How Not To Be A Screenwriter
How Not to Be a Screenwriter
Something you hear a lot in the world of screenwriting, by both amateurs and professionals, is to read screenplays and watch movies. And while this is excellent advice, I believe it is often misunderstood and/or taken out of proportion.
You can’t learn screenwriting by simply reading screenplays and watching movies. You can’t learn how to be a screenwriter. It can help you become an artist, and be inspired, but more on that later in this post.
The main thing reading screenplays can teach you is how to properly format your script. It may also help you analyze after the fact – like all the screenwriting books do… but as I’ve mentioned ad nauseam, that will never, ever make you a screenwriter.
Watching movies can help you understand what feels right and wrong (for yourself) when it comes to telling a visual story. Watching movies can teach you how a look from a character is sometimes more powerful than any piece of dialogue. That’s a great lesson.
But just like watching Formula 1 racing will never teach you how to be a Formula 1 driver, watching movies cannot teach you how to become a screenwriter.
To learn screenwriting there is one thing and one thing only that you must do…
Here’s some heavy truth – if your desire to be a screenwriter isn’t followed by actual writing, then your true desire is not to be a screenwriter. It’s something else. And you need to be self-aware enough to recognize that. Professional screenwriters cannot not write.
We will make excuses to write. If we are away from our desk, we are typing in our phone’s Notes section, or talking into a recorder, or scribbling on a cocktail napkin – and we cannot wait to get back to our desk and import the latest.
Read all the screenplays you want – the good ones and the bad ones. Watch all the movies and TV series you want – the good ones and the bad ones. But nothing will teach you how to be a screenwriter except actually writing. And writing. And writing.
I began my career like many other screenwriters – by writing really bad fan fiction of my favorite screenwriters. I wasn’t doing it intentionally. I had no idea I was doing it. But it’s how we all start out. We see movies or TV shows and think “I want to do that!” or “I can do that better!”
And the ones we love are usually written by the same screenwriters, or at least the same type of screenwriters. A lot of aspiring/emerging screenwriters over the past twenty years fell in love with Tarantino’s work, and so they started writing awful versions of Tarantinoesque stories.
And they were really awful. Because they didn’t know how to write. They just tried to emulate what they heard/saw/read from QT. They were writing fan fiction.
But don’t feel bad if you’re one of these people – the entire Hollywood industry was commissioning bad Tarantino fan fiction from 1993 to about 1999 or so.
Now, while I wasn’t into Tarantino and never have been – nothing personal, it’s just… okay, it’s completely personal; I think he’s a horrible human. Hit me up on Zoom for more deets – the screenwriter I was into back in the day was Scott Rosenberg.
For me, Scott was the intellectual & better version of Tarantino. He wrote THINGS TO DO IN DENVER WHEN YOU’RE DEAD (still one of my favorite screenplays ever), BEAUTIFUL GIRLS, CON AIR, HIGH FIDELITY, and many others. And Scott wrote original movies – not derivative versions of previous movies.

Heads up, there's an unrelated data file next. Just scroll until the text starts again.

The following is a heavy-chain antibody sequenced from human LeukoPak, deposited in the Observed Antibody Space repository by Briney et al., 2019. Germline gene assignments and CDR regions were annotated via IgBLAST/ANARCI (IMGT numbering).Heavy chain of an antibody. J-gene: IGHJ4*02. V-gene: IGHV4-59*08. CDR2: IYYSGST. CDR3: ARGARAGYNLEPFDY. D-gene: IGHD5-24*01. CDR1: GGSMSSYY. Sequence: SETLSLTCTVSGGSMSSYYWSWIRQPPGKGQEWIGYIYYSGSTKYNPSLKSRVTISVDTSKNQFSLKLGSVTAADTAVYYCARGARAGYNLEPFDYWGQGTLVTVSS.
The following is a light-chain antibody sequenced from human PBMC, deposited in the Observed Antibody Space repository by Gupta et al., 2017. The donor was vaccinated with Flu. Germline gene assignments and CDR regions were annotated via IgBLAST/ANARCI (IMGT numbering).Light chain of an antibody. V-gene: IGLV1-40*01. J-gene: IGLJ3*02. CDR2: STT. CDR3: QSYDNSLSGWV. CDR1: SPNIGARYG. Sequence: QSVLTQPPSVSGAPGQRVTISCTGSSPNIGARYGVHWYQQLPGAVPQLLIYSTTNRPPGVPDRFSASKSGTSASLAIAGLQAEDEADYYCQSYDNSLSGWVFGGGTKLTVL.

Scott has an incredible voice as a screenwriter. No one writes like Scott. Just like no one writes like Shonda Rhimes or Aaron Sorkin or Tony Gilroy (my favorite screenwriter)... Or, yes, even QT. It’s all about voice. But I digress.
My first scripts were terrible versions of Scott. But what I was doing was finding MY voice. MY style. Who I was as a screenwriter. And I could never do that by simply reading scripts and watching movies.
I only found it through writing and writing and writing. Because there is no other way to find it. Yes, I read screenplays – I devoured them; I collected them, and I watched everything – but first and foremost I was always writing.
Before I became a working screenwriter I was a stand-in for years. And folks from back then will tell you when I wasn’t standing on the actor’s mark while the crew was lighting, I was on an apple box behind video village, scribbling away in my notebooks. Writing.
And that’s what it takes to become a screenwriter, especially a good one. It’s about developing yourself as an artist. Sure, read screenplays and watch movies, but also – read novels, read poetry; go see art, listen to music, see and read plays. Fly over the Rocky Mountains. Sit alone on a beach. Eat amazing food and talk to the chef. Listen to Shirley Horne sing Here's To Life. All of that will help you just as much (if not more) as reading screenplays and watching movies.
You must become an artist before you can create art. And yes, screenplays are art before they are anything else.
But if you aren’t writing, you will never become a writer. Wait, that’s not true… you may be a writer who writes whenever you feel like it, here and there, taking months or years to finish something. Are you a writer? For me, if you finish something, then yes, you can call yourself a writer. But I would bet heavily that you are likely a bad writer.
The best (and fastest) way to become a GOOD screenwriter is to write every day. And by every day I don’t mean you have to literally put words on paper EVERY SINGLE DAY. What “write every day” truly means is to find the discipline to create a writing routine, a habit, where you are doing it as regularly as you eat or shower.
If you write every day for one year I cannot promise that you’ll have a successful screenwriting career, but I absolutely can promise you this…
You will be a better writer.
— Paul Guyot